- Use high-quality graphics: High-resolution images will truly help enhance the visual impact of your slides. Unsplash is one our favourite free stock photo sites but there are lots of other sources out there. However, good graphics won’t work if they are plonked on your slide without any thought. Use alignment and cropping to resize and arrange your images neatly, or use the image to tell part of a story.
- Image editing: You don’t need fancy photo editing software to adjust your images, you can do a lot just within PowerPoint itself! Head to the ‘Picture Format’ tab in the ribbon within PowerPoint for various adjustment controls. If you want to take things further, here is a guide on custom image cropping, perfect for when you want to crop to specific shape or ‘cut out’ part of your image.
- White space is important: Whilst high quality images look great, it’s important to leave space for other content on your slide. Create areas of contrast with clear focal points to focus your audience’s attention on the key information.
- Choose your fonts well: Too many different fonts in a slide or a presentation can be distracting, limit yourself to one or two – we’ve got a good guide to help you if you’re struggling to make a decision. Generally, sans-serif fonts are often easier to read on slides than serif fonts. Font size also matters, the less text you have, the larger your fonts can be. For help on choosing the right font or making sure your text formatting is consistent, check out our tips and tricks.
- Use grids to guide you: A grid system helps to lay out your content in a clear and consistent way. Grids help you organize your content into easy to follow sections whilst eliminating wonky alignment that will distract your audience.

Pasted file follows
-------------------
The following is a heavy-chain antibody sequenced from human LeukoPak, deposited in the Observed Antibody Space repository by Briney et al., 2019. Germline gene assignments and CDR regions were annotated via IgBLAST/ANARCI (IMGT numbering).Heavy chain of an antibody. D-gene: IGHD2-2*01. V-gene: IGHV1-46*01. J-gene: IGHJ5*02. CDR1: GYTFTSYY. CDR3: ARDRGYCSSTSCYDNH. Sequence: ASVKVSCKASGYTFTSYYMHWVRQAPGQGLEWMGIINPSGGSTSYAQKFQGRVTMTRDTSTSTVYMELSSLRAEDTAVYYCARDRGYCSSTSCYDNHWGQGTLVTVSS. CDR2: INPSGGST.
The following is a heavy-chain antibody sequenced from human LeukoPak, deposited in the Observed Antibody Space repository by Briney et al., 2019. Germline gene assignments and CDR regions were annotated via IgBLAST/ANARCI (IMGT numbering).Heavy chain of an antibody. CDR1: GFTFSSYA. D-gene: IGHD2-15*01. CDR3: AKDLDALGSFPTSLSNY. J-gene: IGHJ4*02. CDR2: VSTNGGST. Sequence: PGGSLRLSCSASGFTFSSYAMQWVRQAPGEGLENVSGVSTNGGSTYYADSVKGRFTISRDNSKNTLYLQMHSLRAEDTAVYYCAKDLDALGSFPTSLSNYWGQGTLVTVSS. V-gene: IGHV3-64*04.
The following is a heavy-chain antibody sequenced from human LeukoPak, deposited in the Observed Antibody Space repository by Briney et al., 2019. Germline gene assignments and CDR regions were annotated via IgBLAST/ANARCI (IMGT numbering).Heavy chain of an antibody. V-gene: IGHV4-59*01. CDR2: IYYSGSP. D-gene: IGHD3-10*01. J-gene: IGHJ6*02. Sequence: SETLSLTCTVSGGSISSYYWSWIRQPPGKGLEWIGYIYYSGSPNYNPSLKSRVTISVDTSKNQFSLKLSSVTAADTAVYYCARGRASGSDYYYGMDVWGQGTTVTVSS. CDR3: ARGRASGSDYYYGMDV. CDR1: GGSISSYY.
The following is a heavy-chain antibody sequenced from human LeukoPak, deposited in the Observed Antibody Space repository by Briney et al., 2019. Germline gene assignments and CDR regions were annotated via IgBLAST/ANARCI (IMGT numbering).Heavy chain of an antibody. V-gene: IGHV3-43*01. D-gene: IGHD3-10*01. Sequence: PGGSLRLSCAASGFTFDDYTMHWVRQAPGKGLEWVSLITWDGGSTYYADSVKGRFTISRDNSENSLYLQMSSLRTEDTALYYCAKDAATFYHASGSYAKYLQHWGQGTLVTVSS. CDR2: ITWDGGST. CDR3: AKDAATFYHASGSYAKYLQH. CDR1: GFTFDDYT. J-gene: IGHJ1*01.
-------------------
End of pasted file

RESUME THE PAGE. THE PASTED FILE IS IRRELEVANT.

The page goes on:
- Colour themes: Setting the right colour palette is essential, it gives everything a consistent feel and allows you to adhere to your brand. The best way to handle colours in PowerPoint is to set your template colour theme. You can also use colour as a language to convey meaning and help your audience understand the content, for example red for wrong, green for right, yellow and black for danger.
But one word of warning! Attractive training content is necessary for success, but only if you’ve put effort into consolidating and visualising your content first!
So, there you have it all the tips and tricks to help you transform your training content into effective and memorable experiences! We all know why our content needs to be more visual, but now you know how to get there. Spend some time on editing your content, think about the best visuals to support your content, and then use the key principles of presentation design to tie it all together beautifully! Your audience will thank you for it, trust us.Leave a comment
Senior consultantView Emily Pinch's profile
- Effective eLearning
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In this series we are taking you on a journey through the theory behind effective eLearning assessments and practical tips for building assessments it in three different authoring tools: Microsoft PowerPoint, Articulate Rise, and Articulate Storyline. In this post, we lay the instructional design foundations.
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It provides us with powerful presentation material to use again and again. This helps us get our message across and enhances our professional image.Joe Critchley Trade Extensions